As he has everywhere, Sanders beats Clinton 55-34% among likely voters aged 18-49, while she kills him among likely voters aged 50 and over 60-28%.
Best we can tell, what the Dornsife/LA Times identified are a big batch of independent voters, most of them young, who prefer Bernie over Hillary. But they’re not folks who have historically actually voted. If they do show up, request and get a Democratic presidential ballot and vote, Sanders could win. If they don’t, Clinton will crush him.
Among voters who have never voted in a primary, Sanders leads 51-37%. But among voters who voted in the 2014 primary only, Clinton leads 43-40% and among those who in the 2012 and 2014 primaries she crushes Sanders 62-27%, the survey reported.
We would be remiss not to mention that three other reputable survey outfits – PPIC, NBC/Wall Street Journal and the Field Poll – all have recently reported Clinton ahead by a mere two percentage points and within their margins of error. Clearly, if Dornsife/LA Times focused on its likelies, Clinton’s 10-point lead would be out of the mainstream.
And speaking of the Field Poll, we speculated the other day that the undecideds in the U.S. Senate race could, if they ganged up, put one of the Republican contenders ahead of Democrat Loretta Sanchez in a runoff with Democrat Kamala Harris. But the latest Field Poll found otherwise – about a third of Republican voters appear poised to vote for no one, rather than vote for Harris, Sanchez or some GOP contender they don’t know.
Even if Clinton wins by a few points, the remarkable story here is how Sanders came out of nowhere and inspired an entire generation of younger people to demand real change, not the tired old half-ass Clinton centrism that was in vogue 25 years ago. Younger voters want Democrats to actually sound like FDR Democrats instead of Republican Lite. We could be seeing the birth of a new Progressive movement.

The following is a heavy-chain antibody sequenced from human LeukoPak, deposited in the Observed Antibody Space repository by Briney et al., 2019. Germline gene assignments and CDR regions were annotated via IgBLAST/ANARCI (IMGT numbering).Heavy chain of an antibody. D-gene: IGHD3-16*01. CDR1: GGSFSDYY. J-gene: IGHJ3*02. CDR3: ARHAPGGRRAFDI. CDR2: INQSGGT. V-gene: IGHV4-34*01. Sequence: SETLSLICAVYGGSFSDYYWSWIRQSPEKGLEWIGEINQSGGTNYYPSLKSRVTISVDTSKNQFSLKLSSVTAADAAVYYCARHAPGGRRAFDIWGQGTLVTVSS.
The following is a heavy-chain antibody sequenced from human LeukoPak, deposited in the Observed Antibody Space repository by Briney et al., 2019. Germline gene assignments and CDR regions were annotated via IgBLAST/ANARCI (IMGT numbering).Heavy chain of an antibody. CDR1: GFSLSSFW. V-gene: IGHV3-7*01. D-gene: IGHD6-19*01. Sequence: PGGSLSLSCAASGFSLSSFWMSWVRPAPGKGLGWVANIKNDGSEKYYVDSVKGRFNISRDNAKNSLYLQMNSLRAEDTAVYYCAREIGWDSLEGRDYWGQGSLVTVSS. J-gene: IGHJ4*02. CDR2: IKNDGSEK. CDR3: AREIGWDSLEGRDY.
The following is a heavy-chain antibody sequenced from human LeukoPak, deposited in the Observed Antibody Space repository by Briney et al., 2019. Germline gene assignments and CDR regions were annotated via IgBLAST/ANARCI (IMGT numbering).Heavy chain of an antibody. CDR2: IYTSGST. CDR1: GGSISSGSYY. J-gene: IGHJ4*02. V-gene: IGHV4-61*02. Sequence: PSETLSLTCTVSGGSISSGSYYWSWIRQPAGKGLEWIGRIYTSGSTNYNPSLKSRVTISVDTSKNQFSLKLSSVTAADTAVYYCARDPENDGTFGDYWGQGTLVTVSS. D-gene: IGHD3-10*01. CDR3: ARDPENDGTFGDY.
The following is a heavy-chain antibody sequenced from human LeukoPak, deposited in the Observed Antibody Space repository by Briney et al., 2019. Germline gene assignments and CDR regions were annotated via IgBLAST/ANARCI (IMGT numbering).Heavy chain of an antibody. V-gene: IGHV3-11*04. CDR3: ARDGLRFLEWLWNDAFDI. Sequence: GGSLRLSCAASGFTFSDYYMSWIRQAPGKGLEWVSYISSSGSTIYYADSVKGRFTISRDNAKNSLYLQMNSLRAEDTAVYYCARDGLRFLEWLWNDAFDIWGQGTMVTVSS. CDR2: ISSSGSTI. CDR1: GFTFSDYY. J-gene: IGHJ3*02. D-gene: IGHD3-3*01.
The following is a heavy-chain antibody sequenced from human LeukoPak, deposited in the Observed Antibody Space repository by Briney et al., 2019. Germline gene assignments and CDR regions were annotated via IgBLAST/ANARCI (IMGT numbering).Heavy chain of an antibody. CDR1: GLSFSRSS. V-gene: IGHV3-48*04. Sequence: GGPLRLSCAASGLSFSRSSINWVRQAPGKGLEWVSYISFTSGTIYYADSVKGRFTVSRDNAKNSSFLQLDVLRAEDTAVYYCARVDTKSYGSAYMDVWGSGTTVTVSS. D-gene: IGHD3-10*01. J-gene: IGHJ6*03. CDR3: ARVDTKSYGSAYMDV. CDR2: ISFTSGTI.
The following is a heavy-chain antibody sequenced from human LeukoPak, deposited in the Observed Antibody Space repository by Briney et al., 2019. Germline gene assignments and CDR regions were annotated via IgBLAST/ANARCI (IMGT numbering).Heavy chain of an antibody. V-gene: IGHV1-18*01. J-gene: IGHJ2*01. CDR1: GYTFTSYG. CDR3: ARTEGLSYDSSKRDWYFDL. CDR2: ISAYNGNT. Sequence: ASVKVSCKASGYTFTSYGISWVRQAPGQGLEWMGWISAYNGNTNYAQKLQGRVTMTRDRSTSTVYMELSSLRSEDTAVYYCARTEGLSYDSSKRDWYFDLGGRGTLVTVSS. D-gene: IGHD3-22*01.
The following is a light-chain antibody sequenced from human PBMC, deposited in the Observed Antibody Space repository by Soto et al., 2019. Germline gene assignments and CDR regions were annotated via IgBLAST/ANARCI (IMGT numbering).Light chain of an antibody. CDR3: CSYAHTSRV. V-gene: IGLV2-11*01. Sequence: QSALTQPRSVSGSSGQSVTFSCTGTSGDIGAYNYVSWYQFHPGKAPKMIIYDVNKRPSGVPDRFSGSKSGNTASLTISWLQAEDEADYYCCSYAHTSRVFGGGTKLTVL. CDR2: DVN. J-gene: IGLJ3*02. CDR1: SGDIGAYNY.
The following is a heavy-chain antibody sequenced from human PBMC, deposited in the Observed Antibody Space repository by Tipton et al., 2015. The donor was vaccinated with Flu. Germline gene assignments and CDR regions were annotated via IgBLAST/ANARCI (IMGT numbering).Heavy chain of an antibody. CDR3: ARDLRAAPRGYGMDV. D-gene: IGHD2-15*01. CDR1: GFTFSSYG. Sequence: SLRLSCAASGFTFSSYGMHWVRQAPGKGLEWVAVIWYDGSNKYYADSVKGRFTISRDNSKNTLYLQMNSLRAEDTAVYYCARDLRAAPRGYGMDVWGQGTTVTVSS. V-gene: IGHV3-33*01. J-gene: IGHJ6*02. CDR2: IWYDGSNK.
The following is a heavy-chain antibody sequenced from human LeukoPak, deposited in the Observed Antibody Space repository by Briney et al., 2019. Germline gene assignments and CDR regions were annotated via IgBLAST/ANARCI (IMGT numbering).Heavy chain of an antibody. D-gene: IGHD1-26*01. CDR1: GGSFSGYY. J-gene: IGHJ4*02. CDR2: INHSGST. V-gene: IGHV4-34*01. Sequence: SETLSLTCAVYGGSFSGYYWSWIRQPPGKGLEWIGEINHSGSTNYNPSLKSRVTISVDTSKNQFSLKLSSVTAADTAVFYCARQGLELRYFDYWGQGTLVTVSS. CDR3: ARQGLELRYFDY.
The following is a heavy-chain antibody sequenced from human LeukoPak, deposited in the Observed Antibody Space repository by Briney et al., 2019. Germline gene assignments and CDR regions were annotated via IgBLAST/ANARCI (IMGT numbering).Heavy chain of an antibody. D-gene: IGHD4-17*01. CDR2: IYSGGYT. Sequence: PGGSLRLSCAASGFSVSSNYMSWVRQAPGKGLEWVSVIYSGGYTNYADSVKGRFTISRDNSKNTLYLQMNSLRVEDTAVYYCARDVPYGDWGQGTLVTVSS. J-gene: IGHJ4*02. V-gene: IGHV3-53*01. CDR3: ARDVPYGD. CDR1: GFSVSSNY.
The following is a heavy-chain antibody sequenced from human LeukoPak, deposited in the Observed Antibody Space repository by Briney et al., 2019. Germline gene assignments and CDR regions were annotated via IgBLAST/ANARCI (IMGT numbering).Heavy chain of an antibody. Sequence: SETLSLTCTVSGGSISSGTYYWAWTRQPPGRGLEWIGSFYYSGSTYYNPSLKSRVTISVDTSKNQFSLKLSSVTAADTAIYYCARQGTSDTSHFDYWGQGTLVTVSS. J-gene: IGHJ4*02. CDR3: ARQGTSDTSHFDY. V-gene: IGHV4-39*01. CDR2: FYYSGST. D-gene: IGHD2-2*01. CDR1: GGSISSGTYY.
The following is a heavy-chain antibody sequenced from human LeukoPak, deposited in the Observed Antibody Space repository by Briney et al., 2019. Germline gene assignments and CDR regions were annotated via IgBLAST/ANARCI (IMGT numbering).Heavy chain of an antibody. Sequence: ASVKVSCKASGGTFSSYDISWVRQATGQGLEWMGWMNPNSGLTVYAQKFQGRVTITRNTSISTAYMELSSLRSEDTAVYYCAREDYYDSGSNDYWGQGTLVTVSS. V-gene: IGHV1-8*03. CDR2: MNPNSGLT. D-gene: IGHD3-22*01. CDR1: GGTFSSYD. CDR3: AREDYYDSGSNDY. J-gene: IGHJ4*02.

It’s also remarkable how well Sanders did despite having the deck stacked against him. Quite clever how Clinton and the DNC had the joint DNC-Clinton Victory Fund in place and the superdelegates all lined up before the first primary, creating a moat difficult for any challenger to cross. The primaries are not rigged but it’s not a level playing field by any means.
FDR Democrats: Southerners that excluded domestic workers and farm laborers from the Fair Labor Standards Act and the Northerners who agreed to it–fair if you were white. In a center-right country; I’ll take centrism. Given a choice of far-left or far-right, I’ll take centrism.
FDR Democrats: Jobs programs; social programs. Center-right is what we have now, and center-right is what we’ll get with Clinton. How’s that working out for you? It’s hardly fair to suggest that the racial attitudes of the 1930s would somehow transfer to a Sanders administration. Perhaps it might be possible to have the positive social aspects of the FDR era along with the kinder/gentler attitudes of today regarding race, gender, and sexual orientation?
Thank you pveesart. Yes, by FDR Democrat I meant a bold economic program that helps rebuild the middle class with jobs, education; public works to rebuild infrastructure, anti-trust, etc. Sanders would be New Deal version 2.
Bernie Sanders cites a “40 year decline” in America. He has been in Washington D.C., as a congressman or senator, for 25 of those years. So where is the progress he’s made in stopping this “decline?” Where are the allies who supported his views in congress? Where’s the Revolution?
Nowhere, children — time to grow up. Remember the saying? “Don’t let the perfect be the enemy of the good.”